This is my personal approach to determine whether a problem (i.e. a language $L$) is NP-complete or not. If both these conditions are verified:
- I feel that testing if an instance $I$ is in $L$ implies that I need to check all combinations of some sort
- and that there is no way to split such a combination into two smaller ones
then $L$ may very well be NP-hard.
For example for the subset sum problem, I have to list all subsets of $S$ and check if there is one whose sum is zero. Can I split $S$ into two smaller subsets $S_1$ and $S_2$ on which I will check a similar property? Humm... not really. Maybe if I checked for all combination of $S_1$ and $S_2$ but that would be really long...
Usually the ability to break into smaller pieces is a good indicator for a problem to be in P. This is the divide and conquer approach. For example to find the shortest path between two points, you can use the property that if the shortest path from $A$ to $C$ go through $B$ then it is not longer than the shortest path from $A$ to $B$ plus the shortest from $B$ to $C$.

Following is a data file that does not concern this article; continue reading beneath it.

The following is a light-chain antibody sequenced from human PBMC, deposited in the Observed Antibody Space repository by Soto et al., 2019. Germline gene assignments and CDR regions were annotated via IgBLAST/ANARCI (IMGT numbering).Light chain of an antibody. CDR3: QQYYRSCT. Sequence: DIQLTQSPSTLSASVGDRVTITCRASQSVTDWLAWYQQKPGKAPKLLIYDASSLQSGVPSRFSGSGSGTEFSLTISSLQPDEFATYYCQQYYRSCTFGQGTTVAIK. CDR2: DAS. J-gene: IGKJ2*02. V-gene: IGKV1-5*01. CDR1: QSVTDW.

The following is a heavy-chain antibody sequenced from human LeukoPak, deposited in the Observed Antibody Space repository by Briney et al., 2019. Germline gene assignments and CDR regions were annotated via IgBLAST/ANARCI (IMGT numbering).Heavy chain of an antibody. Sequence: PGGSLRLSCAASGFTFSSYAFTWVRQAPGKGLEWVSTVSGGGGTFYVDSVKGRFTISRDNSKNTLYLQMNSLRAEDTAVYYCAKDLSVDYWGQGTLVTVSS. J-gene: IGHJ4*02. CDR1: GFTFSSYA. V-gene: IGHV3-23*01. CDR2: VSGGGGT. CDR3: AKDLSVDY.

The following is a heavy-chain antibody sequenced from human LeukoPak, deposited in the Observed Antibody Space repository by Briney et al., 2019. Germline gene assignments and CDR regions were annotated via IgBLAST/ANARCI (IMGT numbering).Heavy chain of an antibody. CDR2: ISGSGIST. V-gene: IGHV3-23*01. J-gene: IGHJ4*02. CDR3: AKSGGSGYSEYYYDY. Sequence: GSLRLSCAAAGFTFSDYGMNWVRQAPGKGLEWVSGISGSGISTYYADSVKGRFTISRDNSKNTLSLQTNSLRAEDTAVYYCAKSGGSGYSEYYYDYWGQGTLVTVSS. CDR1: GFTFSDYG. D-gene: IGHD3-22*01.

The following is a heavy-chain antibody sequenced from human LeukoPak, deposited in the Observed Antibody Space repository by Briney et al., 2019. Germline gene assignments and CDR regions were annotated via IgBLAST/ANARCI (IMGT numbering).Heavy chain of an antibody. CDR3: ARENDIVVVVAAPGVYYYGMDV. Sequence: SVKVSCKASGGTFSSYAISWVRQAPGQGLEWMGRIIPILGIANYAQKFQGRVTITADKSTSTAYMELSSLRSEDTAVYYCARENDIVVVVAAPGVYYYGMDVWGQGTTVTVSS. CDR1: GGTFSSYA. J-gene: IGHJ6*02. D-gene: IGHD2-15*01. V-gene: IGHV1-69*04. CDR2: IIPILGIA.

Quite frankly this approach is very basic: I try to find a (polynomial) algorithm for the given problem. If I can't find one then the problem becomes "hard" in my point of view. Then comes all the NP-completeness reasoning: will I be able to encode an existing NP-complete problem into this one? (And since this is usually much harder, I try once more to find a polynomial algorithm..)
I suspect that this is the usual way of thinking. However it remains quite hard to apply on unknown problems. I personally remember being surprised by one of the first examples of NP-completeness I was told: the clique problem. It seemed so simple to check! So I suppose that experience has a lot to do with it. Also intuition can be useless sometimes. I remember being told several times two almost identical problems but one was in P and the other one with a small variation was NP-complete.
I am yet to find a good example (I need help here), but this is like the post correspondence problem: this is an undecidable problem but some variants are decidable.